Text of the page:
Do Companies Need to Reassess Their Innovation Execution?
To execute innovation effectively, companies need to adopt new approaches to innovation, learn from their past mistakes, and set reasonable goals that they can actually achieve. However, a new Accenture survey finds that U.S. companies are struggling with various innovation pursuits – continuing a problem they have been grappling with for the past three years.
Specifically, the survey of executives and managers within 500 U.S. companies divulges that six in 10 (60 percent) said their companies do not learn from past mistakes. This is virtually double the 36 percent who self-confessed to this three years ago when Accenture last piloted a comparable survey.
In fact, approximately three-fourths (72 percent) indicate their firm’s frequently oversight opportunities to exploit underdeveloped regions or markets, versus 53 percent three years ago. Additionally, more than two-thirds (67 percent) consider their companies as risk averse, a large increase from 46 percent publicized in the preceding survey.
Furthermore, the survey demonstrates that 82 percent disclose they do not differentiate their innovation approaches between incremental versus large-scale transformational change – meaning they use a sole “one-size-fits-all” methodology to accomplish different objectives.
Notwithstanding their companies’ innovation shortcomings, respondents are more certain on disruptive innovation than they were three years ago. For instance, 84 percent said they believe innovation is key for their long-term success compared with 67 percent three years ago. The same percentage of respondents – 84 percent – said they are looking for the “next silver bullet,” meaning a market-defining innovation. Creating new products is a priority for almost half (47 percent) of respondents, an increase of 20 percentage points from three years ago.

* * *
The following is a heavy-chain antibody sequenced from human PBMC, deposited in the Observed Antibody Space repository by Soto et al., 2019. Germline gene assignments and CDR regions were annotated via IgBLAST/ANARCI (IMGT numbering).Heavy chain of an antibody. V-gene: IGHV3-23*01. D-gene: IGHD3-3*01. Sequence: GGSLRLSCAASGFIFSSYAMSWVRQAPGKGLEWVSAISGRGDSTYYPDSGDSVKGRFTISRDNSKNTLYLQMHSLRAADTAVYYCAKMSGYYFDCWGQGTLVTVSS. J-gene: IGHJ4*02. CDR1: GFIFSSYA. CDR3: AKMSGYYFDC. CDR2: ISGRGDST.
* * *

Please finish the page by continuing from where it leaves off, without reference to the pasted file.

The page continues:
However, just how do companies create this innovation within their own company? One way of utilizing and enhancing innovation within a firm is by investing in research and development (R&D). Both economic theory and empirical analysis emphasize the vital position of research and development (R&D) in economic growth and innovation. R&D – which may take the structure of basic research, applied research or experimental development – fundamentally encompasses “creative work undertaken on a systematic basis to increase the stock of knowledge… and the use of this stock of knowledge to devise new applications” (OECD, 1994).
Due the contribution of R&D to productivity growth, economic performance and the achievement of social objectives, governments do have a role in encouraging the appropriate R&D levels and expenditures. In the United States, companies are granted R&D tax credits, which are tax incentives for performing qualified research (not necessarily successful) in the U.S., resulting in a credit to a tax return. Essentially, the government lets you deduct the costs of research and experimentation to develop or improve a product, formula, invention, process or technique. Bearing in mind the broad application of the credit and recent changes to the eligibility criteria, the R&D tax credit could be a huge game changer for companies seeking to innovate. If you want to learn more about R&D tax credits, contact a Swanson Reed specialist today for further information.